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Another of the wave of Franco-Flemish composers to overtake the musical landscape of Europe in the 16th century, Jacob Regnart was born in Douai in Northern France, one of five musical brothers. It was in the 1570s that his immensely popular volumes of three- voice Teutsche Lieder (German songs) appeared; they sold very well and were reprinted several times. By the 1580s, his popularity as a composer was so great that none other than Orlando di Lasso recommended Regnart for Kapellmeister to the Saxon court at Dresden (Regnart would turn down the appointment).

His five-voice setting of Ave regina coelorum appeared in his earliest published volume of sacred music in 1575. A slight alteration of the more common Marian antiphon, the motet opens with an upward moving head motive, directly imitated in all five parts. The dense imitation thins very rarely, often only at the onset of new text. Midway through the motet, Regnart cleverly inserts the recognizable “Ave Maria” chant into the texture, first in the bass voice, then in the soprano. Upward motion (perhaps aural imagery of our prayers rising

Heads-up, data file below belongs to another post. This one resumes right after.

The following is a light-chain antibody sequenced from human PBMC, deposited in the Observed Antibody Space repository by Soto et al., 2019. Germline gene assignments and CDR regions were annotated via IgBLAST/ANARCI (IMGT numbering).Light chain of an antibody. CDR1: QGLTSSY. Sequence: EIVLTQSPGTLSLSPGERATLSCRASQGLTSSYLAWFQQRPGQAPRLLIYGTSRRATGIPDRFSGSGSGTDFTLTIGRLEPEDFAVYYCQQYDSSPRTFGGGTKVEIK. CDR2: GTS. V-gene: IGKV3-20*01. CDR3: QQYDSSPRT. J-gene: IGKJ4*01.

to heaven) dominates the texture until the final stanza, where descending scales, notably in the bottom two voices, remind Mary of the “fidelium” (“faithful”) down on Earth. Regnart seems to have been particularly drawn to this alternate text, as he would set it again for four voices in his Mariale (1588).

Ave regina coelorum,
mater regis angelorum,
o Maria, flos virginum,
velut rosa vel lilium.
Ave Maria dulcis et benigna,
ave plena gratia,
funde preces ad filium
pro salute fidelium.

Hail, Queen of heaven,
Mother of angels
O Mary, virgin flower,
like the rose and the lily.
Hail Mary, sweet and kind,
Hail, full of grace;
pray to your Son
for the salvation of the faithful.